Monday, February 21, 2022
Bailey Stacy | Communications Coordinator, Marketing & Communications | 405-744-2700 | firstname.lastname@example.org
There are a lot of questions when you don’t know about your past.
Being adopted can stir up feelings of abandonment and curiosity about your family
history. Wondering if you look more like your mom or dad, if you have any siblings,
cousins, aunts or uncles. Searching for answers may take a lifetime, but if you’re
lucky you’ll find one person or maybe two who know exactly how you feel because they
are wondering too.
Lily Bolka is an Oklahoma State University accounting senior who was adopted as a
baby from China and discovered through DNA testing she has two cousins who were also
adopted and in the U.S. Together they embark on a journey to find any connections
to their birth families in China. Bolka and her cousins, Chloe Lipitz and Sadie Mangelsdorf,
star in the Netflix documentary, “Found.”
Filming for “Found” wrapped in early 2020 and missed out on being entered into film festivals due to the
pandemic. Netflix was interested in the film and won the bid. “Found” premiered in October 2021 on Netflix to positive audience and critical reviews. The film maintains
high praise from movie critics for the “New York Times,” “The Hollywood Reporter,” “The Chicago Tribune,” “The L.A. Times,” as well as websites like Rotten Tomatoes and Metacritic.
During high school, Bolka was curious about her past as emotions and feelings began
to reveal themselves as she grew older. She took a DNA test and was satisfied with
the results, not expecting to uncover any more family history. A few months later,
she was contacted by a film director who told Bolka she has two cousins around her
age living in the U.S. who were also adopted.
The film director, Amanda Lipitz, is the aunt of Chloe Lipitz.
Bolka was raised in Oklahoma City by a single mother as an only child, Mangelsdorf’s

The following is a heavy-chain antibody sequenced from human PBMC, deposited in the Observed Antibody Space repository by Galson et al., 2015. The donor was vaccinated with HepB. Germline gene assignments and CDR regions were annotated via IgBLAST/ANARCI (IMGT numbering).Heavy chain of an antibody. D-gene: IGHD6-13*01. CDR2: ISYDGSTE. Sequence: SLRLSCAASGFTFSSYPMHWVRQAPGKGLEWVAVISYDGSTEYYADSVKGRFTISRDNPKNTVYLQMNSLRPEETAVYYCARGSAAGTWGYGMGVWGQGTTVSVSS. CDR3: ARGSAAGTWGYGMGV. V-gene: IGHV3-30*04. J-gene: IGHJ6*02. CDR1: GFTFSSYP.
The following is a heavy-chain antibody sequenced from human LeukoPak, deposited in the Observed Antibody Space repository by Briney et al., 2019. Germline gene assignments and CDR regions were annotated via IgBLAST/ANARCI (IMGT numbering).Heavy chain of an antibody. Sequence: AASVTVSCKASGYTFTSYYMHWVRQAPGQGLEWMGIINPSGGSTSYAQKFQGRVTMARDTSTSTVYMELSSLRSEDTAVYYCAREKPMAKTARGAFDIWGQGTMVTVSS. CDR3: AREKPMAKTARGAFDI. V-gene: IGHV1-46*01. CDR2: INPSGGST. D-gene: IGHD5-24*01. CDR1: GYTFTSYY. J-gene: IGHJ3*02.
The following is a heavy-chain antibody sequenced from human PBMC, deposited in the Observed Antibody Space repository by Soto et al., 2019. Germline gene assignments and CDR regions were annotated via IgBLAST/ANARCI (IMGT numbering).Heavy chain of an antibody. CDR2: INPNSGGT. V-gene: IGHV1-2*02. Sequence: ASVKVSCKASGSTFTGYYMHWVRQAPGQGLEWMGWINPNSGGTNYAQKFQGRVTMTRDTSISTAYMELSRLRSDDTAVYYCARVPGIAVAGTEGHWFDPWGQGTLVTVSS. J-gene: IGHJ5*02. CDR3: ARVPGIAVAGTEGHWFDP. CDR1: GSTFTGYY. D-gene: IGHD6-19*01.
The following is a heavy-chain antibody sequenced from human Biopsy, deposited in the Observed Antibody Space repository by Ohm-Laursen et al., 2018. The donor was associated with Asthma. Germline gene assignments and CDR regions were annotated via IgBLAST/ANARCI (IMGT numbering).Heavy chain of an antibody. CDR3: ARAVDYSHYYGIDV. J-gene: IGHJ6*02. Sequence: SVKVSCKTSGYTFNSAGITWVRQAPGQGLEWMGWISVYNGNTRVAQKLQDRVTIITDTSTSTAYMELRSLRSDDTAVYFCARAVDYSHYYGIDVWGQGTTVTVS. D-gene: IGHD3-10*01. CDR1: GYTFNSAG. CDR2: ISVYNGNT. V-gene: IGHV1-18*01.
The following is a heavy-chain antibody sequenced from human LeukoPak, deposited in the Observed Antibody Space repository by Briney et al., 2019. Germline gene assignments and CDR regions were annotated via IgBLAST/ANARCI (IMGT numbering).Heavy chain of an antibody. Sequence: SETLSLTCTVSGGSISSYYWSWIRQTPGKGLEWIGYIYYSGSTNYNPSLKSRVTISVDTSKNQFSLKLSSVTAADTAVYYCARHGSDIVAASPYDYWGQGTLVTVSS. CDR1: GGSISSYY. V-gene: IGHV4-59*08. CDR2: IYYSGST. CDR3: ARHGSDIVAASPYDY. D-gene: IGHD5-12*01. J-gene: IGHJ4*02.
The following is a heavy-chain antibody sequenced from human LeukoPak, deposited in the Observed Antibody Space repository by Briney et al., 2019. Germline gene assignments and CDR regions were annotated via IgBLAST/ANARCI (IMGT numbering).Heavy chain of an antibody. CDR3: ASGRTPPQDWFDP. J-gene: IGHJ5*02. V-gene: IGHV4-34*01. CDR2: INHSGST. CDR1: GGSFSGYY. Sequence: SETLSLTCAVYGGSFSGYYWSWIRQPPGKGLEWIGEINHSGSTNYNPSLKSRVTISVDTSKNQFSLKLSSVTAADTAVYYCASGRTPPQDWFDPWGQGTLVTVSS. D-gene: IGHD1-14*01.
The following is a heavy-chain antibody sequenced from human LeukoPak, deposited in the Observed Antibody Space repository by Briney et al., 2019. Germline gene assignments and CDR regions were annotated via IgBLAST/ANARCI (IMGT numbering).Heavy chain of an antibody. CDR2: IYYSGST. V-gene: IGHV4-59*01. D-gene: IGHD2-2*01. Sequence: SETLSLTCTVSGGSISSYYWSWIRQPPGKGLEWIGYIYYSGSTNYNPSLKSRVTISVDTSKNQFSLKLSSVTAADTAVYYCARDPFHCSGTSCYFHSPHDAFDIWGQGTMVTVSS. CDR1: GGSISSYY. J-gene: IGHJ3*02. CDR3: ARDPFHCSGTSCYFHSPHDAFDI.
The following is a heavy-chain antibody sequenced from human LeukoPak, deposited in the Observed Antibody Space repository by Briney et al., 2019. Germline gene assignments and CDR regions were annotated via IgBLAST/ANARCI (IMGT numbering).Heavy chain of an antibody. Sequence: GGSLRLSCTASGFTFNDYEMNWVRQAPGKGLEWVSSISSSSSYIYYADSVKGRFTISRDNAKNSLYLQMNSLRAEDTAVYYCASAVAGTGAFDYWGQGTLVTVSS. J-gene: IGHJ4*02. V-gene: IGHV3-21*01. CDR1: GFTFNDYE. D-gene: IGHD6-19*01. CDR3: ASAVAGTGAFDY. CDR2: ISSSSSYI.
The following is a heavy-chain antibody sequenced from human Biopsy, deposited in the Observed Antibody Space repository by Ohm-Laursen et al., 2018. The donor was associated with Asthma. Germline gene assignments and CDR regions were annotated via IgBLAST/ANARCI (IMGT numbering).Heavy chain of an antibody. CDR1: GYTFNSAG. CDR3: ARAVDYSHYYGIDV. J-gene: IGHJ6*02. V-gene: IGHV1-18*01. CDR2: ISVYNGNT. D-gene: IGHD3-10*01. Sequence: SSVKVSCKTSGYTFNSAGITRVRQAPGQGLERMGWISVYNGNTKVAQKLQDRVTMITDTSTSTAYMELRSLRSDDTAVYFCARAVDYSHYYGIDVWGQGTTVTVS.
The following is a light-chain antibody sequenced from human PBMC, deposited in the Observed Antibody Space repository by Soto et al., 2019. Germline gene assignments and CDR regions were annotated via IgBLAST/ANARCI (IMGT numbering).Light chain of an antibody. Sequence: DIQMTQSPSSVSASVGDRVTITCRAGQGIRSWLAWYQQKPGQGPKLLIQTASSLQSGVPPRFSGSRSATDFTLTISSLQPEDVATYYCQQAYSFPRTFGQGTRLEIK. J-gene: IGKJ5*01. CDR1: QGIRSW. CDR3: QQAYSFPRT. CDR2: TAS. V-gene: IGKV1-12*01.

family lives in Nashville, Tennessee, and Lipitz lives in Phoenix. The cousins were
all adopted from the south China region of Guangzhao. Bolka and Lipitz were at the
same orphanage only a few years apart.
The cousins met for the first time through a video call coordinated by the film crew.
As they grew closer, all of their calls stopped being filmed and they had a chance
to really get to know each other.
Bolka filmed throughout her college career and the film crew often came to the Stillwater
campus during game days, as well as Oklahoma City to film with her mom.
Bolka experienced highs and lows during filming and battled with the desire to find
her birth family and get the answers to questions she had long been asking — all while
balancing school and other responsibilities. Bolka often had to miss class to film
and travel. Filming could sometimes be tedious and took a toll on her emotions, but
she found her professors to be very accommodating to her schedule and her mental health.
“One of the things that stood out to me was when [Professor Rachel Dominick] asked
how my mental health was during a Zoom meeting. I had never been asked that by a professor,”
Bolka said. “For me, [filming] was really scary sometimes but I just got so used to
it. So it was really nice that she made sure that I was OK and checked in on me.”
The cousins worked with genealogist and private investigator Liu Hao, who works in
China finding answers in identity and possibly finding DNA matches with families who
had to give up their children because of China’s one-child policy.